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Genting, IOI lead in bargain hunting

KUALA LUMPUR: The market meltdown during the week of Aug 8 triggered by fears of a double-dip recession in the US and a credit rating downgrade by Standard and Poor’s spooked investors. But many companies took the opportunity to buy back their own shares.

Companies saw that as an overselling of their stocks and took advantage to undertake share buybacks on the open market, resulting in over 37.63 million shares bought for RM146.61 million during the week, according to tabulations by The Edge Financial Daily.

Top repurchases came from Genting Bhd, IOI Corporation Bhd and Genting Malaysia Bhd (GENM).


Genting bought back 7.54 million shares for RM76.69 million on Aug 8, 9 and 10, paying an average price of RM10.16 per share, according to calculations by The Edge Financial Daily based on filings with Bursa Malaysia.

IOI purchased 3.7 million shares on Aug 8, 10 and 12 for RM17.38 million, with an average price of RM4.69 per share. GENM spent RM19.25 million on Aug 8, 9 and 10 buying back 5.5 million shares for an average price of RM3.50 per share.

Genting, GENM and IOI’s purchases accounted for 52.3%, 13.1% and 11.9% of all buybacks during the week, respectively.

Before the sell-down on Aug 8, Genting has been buying back shares since July 27. From then till Aug 5, the group had already bought back 7.95 million shares for RM84.93 million at an average price of RM10.68 per share. This brings the amount repurchased to 15.50 million shares at a total cost of RM161.62 million and an average price of RM10.43 per share.

Genting’s share price fell 8.8% from RM10.64 on July 27 to RM9.70 last Friday, when it first started buying back aggressively.

Prior to the market sell-off, IOI had already bought 10.05 million shares worth RM51.29 million on an average price of RM5.10 per share from July 29 till Aug 5.
IOI continued to buy back an additional 7.16 million shares for RM33.56 million last week on an average price of RM4.69 per share.

Since the buybacks started at the end of July, IOI has bought 20.91 million shares for an average price of RM4.89 per share, totalling RM102.23 million.
IOI’s stock closed at RM4.51 last Friday, falling 12.4% from RM5.15 on July 29, when the buyback started.

It is not unusual to see companies undertake buybacks when their share prices fall sharply. This suggests confidence and that management believes the market to be undervaluing the company.

“These three entities have one thing in common — they are cash-rich companies. Genting Malaysia has about RM2.8 billion cash in its war chest and Genting Bhd has a consolidated spare cash of RM14 billion. In the case of IOI, the rising CPO (crude palm oil) prices have boosted their cash buffer to RM3.8 billion. The liquidity in their coffers is usually meant for investment, dividend payout or share buyback,” said Gan Eng Peng, head of equities at Hwang DBS Investment Management Bhd.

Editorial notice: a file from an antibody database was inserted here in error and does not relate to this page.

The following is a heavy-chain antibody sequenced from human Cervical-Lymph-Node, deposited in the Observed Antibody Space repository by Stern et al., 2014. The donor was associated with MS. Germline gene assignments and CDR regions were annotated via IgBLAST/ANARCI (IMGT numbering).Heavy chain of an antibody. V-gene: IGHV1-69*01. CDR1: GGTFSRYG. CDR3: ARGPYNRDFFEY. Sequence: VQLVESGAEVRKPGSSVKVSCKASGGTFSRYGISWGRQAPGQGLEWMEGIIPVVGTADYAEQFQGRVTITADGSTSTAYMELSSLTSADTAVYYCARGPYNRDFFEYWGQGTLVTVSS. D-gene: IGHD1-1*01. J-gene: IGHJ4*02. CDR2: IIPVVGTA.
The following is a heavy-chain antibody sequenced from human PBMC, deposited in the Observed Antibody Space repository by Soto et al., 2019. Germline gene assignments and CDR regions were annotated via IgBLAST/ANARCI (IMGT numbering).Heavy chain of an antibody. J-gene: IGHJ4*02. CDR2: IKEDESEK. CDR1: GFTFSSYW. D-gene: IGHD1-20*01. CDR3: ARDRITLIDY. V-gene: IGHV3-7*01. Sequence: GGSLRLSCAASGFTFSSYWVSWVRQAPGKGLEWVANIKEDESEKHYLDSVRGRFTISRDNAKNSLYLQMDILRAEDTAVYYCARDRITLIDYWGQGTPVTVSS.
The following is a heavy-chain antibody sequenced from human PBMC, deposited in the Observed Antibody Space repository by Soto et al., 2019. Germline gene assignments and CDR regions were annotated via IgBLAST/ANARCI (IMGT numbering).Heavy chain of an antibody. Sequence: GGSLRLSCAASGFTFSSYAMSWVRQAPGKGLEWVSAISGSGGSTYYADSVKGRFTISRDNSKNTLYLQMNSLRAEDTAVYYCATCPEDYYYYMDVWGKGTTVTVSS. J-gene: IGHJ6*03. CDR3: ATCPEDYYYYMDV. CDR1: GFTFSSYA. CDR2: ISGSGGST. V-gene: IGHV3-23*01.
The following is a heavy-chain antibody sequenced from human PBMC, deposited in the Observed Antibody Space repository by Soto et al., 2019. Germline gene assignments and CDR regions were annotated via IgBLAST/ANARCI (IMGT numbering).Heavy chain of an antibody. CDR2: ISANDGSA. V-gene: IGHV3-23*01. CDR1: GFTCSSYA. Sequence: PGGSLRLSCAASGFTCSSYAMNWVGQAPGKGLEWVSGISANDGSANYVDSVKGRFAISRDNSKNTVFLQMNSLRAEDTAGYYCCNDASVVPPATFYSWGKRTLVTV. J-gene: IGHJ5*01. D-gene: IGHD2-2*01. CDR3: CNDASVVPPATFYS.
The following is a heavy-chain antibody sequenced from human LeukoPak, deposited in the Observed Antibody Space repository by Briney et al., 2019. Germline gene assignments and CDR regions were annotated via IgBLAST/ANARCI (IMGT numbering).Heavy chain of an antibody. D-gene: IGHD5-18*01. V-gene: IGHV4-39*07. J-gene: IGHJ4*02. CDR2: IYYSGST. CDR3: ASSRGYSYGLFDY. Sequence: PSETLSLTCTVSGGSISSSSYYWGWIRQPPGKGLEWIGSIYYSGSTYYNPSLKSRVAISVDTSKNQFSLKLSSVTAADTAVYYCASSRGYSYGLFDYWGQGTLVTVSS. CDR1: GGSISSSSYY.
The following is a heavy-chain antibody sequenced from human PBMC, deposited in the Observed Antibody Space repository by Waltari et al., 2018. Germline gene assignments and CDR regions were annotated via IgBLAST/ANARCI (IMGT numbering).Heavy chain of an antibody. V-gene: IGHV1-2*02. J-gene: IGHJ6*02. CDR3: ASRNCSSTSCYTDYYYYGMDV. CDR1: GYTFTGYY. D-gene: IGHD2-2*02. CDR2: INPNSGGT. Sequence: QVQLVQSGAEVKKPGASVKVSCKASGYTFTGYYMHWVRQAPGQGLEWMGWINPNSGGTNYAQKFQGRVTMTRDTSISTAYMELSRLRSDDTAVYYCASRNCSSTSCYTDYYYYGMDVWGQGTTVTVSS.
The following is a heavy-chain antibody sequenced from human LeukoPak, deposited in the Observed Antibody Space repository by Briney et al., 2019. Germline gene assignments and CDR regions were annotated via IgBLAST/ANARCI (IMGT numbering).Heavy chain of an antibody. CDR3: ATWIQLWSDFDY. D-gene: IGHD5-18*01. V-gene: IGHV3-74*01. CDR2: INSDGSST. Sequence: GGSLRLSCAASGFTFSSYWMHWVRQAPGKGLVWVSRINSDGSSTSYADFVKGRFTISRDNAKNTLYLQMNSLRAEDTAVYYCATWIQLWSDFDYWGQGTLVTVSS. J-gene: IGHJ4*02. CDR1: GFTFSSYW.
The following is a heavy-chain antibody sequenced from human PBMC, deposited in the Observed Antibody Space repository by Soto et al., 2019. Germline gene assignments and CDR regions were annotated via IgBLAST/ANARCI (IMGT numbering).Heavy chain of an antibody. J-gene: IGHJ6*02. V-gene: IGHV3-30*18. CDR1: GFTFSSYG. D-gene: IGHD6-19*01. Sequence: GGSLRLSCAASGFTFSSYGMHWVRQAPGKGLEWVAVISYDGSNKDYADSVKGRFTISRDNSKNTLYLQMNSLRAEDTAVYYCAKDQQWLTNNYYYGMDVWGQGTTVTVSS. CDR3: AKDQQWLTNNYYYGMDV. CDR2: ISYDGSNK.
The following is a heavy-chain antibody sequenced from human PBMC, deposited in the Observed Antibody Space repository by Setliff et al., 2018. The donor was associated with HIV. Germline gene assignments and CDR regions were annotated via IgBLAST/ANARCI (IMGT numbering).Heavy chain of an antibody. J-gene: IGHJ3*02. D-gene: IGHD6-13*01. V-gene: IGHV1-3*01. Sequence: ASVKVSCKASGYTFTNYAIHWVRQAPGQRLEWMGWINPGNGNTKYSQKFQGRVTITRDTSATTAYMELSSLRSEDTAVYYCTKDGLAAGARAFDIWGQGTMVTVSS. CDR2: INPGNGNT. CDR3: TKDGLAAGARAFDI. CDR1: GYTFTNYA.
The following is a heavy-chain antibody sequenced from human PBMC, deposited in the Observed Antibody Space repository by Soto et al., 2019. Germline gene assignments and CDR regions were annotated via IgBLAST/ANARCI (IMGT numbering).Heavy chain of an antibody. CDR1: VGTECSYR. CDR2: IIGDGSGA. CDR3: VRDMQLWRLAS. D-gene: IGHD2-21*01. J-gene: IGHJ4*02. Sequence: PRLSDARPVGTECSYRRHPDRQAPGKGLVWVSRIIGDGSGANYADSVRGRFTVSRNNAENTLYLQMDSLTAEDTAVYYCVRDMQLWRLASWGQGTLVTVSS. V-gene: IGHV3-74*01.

“Both Genting entities have been buying back their shares because the owners or management probably think there is value in their shares versus cash in the bank. The respective share prices have been buoyant and remain unaffected by the recent sell-down,” he added.

In the case of IOI, whose base is in the highly volatile and cyclical commodities sector, it is among the first to be hit when risk aversion rises in the market and investors dump its shares and retreat to low-risk assets, Gan said.

“Hence, this tends to be one of the main reasons why the performance of the share price has been such over the past few days. The share was trading at RM6.00 early this year and there was a sharp fall to RM4.50 last week. With its large coffers, it makes sense for the company to buy back its shares to prop up the price and investor confidence,” he added.

Buybacks require prior approval from shareholders and are usually limited to 10% of all issued shares. Once the shares are bought back, they can be returned to shareholders as a form of capital management in lieu of dividends, or cancelled.

If the shares are indeed undervalued, buybacks can create wealth for remaining shareholders while reducing dilution. It is important, however, that only free cash flows are used for buybacks, otherwise they will have a negative impact on the company’s future growth capabilities.

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